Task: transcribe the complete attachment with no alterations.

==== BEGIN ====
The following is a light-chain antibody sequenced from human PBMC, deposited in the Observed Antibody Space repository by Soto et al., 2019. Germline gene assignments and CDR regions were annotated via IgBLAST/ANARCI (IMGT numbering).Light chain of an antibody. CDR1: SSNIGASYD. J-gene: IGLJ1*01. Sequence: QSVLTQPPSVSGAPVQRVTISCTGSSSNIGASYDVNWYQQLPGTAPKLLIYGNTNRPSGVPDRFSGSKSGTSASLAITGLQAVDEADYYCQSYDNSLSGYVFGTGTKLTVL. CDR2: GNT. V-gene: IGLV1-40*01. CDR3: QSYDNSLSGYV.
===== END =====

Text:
The following is a light-chain antibody sequenced from human PBMC, deposited in the Observed Antibody Space repository by Soto et al., 2019. Germline gene assignments and CDR regions were annotated via IgBLAST/ANARCI (IMGT numbering).Light chain of an antibody. CDR1: SSNIGASYD. J-gene: IGLJ1*01. Sequence: QSVLTQPPSVSGAPVQRVTISCTGSSSNIGASYDVNWYQQLPGTAPKLLIYGNTNRPSGVPDRFSGSKSGTSASLAITGLQAVDEADYYCQSYDNSLSGYVFGTGTKLTVL. CDR2: GNT. V-gene: IGLV1-40*01. CDR3: QSYDNSLSGYV.